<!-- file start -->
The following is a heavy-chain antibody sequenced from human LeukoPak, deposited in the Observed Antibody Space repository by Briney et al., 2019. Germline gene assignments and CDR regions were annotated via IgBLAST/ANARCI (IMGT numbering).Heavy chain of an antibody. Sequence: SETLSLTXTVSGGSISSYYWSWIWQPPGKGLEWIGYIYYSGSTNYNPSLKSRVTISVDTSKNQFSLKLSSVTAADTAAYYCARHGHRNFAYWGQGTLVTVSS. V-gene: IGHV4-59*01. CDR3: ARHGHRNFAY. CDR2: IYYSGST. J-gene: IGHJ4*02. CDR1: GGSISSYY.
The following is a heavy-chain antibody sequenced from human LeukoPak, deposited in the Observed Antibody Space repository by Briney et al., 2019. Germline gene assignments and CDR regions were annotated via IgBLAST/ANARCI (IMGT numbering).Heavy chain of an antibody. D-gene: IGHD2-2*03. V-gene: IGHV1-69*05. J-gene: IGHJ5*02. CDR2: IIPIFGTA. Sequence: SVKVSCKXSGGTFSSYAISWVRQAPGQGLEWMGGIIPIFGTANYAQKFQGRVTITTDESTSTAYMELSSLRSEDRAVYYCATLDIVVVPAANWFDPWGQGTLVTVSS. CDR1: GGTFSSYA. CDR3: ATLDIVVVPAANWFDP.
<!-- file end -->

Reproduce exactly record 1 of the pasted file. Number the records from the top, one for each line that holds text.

The following is a heavy-chain antibody sequenced from human LeukoPak, deposited in the Observed Antibody Space repository by Briney et al., 2019. Germline gene assignments and CDR regions were annotated via IgBLAST/ANARCI (IMGT numbering).Heavy chain of an antibody. Sequence: SETLSLTXTVSGGSISSYYWSWIWQPPGKGLEWIGYIYYSGSTNYNPSLKSRVTISVDTSKNQFSLKLSSVTAADTAAYYCARHGHRNFAYWGQGTLVTVSS. V-gene: IGHV4-59*01. CDR3: ARHGHRNFAY. CDR2: IYYSGST. J-gene: IGHJ4*02. CDR1: GGSISSYY.